Smoke from New Mexico fires affects Texas, Oklahoma, Colorado, and Kansas

Wildfire smoke at 5 p.m. MDT May 16, 2022
Vertically integrated wildfire smoke at 5 p.m. MDT May 16, 2022.

Large quantities of smoke from the Black and Calf Canyon Fires in New Mexico is impacting other states, including Texas, Oklahoma, Colorado, and Kansas.

wildfire Smoke 10 a.m. 2022-05-17
Vertically integrated wildfire smoke forecast for 10 a.m. MDT May 17, 2022.

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Author: Bill Gabbert

After working full time in wildland fire for 33 years, he continues to learn, and strives to be a Student of Fire.

7 thoughts on “Smoke from New Mexico fires affects Texas, Oklahoma, Colorado, and Kansas”

  1. I’m a New Mexican, old enough to remember our forests when they were lush and green. I am disheartened by the media’s focus on fire suppression as a cause, when it is actually climate change. Climate change is the cause of winters no longer cold enough to control bark beetles, as well as drought. If we don’t focus on the root of the problem, and take care of our living world, we will not have forests left, and we will continue to hurtle towards our extinction. Business as usual is over.

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  2. Thank you for answering. I wonder why they can’t drop water and fire retardant with the aircraft that they did on the other boundaries? I live in the north area that’s probably going to burn and I’m extremely nervous

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    1. Hey Marti,

      Good question. They can drop water or retardant on the west flank but, without anyone on the ground to line the fire after the drops are made that would be totally futile. Water and retardant only work to slow a fire (think slow motion button). Without boots to get in there and immediately put in fireline the fire will just chew right through it. It’s also a HUGE risk to aviators (every drop is) to simply apply suppressants and retardants with a zero % chance that they’ll be effective because of no ground personnel.

      In your case the aircraft would be best used in a defensive or “structure protection” role meaning apply retardant around structures to make them more defensible for ground personnel when the fire approaches.

      It’s important to remember that aircraft DO NOT put out fires, which is especially true in heavy timber fuel types. In heavy timber they’re effectiveness of exceptionally limited.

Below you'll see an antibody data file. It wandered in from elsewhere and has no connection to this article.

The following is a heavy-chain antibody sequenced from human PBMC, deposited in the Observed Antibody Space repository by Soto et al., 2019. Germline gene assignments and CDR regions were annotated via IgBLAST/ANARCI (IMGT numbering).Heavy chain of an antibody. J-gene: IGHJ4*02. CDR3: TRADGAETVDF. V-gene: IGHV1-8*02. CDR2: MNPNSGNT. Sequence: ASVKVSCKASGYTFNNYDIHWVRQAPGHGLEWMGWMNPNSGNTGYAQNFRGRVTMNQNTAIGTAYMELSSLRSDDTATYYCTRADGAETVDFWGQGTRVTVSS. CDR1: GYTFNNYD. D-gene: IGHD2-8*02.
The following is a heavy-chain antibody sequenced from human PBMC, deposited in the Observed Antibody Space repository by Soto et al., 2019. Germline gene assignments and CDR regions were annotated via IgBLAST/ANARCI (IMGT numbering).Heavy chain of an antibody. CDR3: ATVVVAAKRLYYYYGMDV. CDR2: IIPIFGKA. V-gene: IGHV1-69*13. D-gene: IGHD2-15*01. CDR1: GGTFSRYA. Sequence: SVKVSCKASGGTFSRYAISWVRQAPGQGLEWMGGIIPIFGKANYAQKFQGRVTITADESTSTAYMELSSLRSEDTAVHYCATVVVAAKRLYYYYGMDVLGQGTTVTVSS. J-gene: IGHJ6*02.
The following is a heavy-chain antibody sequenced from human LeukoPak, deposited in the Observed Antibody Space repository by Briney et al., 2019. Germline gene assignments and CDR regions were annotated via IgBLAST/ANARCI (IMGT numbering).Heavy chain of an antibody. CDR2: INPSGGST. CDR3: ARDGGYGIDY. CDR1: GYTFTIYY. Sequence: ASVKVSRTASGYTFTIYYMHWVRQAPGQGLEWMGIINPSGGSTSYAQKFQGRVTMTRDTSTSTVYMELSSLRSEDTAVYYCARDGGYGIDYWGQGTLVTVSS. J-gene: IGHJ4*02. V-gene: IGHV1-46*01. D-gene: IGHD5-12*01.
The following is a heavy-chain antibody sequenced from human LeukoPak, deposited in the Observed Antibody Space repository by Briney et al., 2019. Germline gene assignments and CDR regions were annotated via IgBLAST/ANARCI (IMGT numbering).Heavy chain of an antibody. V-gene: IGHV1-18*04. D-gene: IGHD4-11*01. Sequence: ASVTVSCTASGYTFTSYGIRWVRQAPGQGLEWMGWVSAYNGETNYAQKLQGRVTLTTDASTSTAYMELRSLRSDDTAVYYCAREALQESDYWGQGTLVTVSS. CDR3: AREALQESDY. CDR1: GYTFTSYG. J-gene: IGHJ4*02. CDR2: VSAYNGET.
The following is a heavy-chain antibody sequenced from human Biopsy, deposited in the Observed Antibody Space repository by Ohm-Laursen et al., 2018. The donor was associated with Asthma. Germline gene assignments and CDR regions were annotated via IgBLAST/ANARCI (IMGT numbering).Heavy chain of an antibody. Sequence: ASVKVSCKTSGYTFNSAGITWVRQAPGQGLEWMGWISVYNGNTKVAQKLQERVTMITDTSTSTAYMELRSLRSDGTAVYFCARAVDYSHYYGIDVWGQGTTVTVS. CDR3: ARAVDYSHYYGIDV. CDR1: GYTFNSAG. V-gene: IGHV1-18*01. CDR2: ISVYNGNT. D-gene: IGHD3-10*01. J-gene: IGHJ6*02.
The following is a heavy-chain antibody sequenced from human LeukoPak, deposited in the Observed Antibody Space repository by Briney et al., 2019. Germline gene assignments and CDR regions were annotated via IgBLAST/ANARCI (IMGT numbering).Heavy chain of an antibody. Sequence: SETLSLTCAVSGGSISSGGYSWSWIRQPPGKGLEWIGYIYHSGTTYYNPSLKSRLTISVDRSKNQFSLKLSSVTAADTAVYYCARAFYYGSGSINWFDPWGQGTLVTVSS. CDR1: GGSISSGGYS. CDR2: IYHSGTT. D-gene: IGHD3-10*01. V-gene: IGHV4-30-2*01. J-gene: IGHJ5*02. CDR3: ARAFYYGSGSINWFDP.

I wish you the best. Pro Tip, ask that dozer line is put around your area (it probably already has been) but dozer line makes it much easier to defend structures.

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      1. Why isn’t there any ground personnel in these areas? People live there and forest fire fighters are helping others but leaving the northern and eastern side to fend for themselves???

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        1. He addressed that in the first response. Topography and fuels as well as a lack of options.

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  3. Does anyone know if the northern end of calf- hermit fire is being addressed? Doesn’t seem like it.. by angel fire and cimarron

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    1. Marti,

      Although I am not on this incident, I have a lot of colleagues that are and we’ve been talking.

      They are not doing anything offensively on the N and W sides of the fire due to terrain, fuels and an absolute lack of options to go after it in those locations. On the N side the action is purely defensive (triaging structures, structure protections etc).

      They have run some models on long term fire growth and some of them are predicting that the fire could attain 1 million acres by July barring any significant monsoon. Lets hope the monsoon gets here sooner than later.

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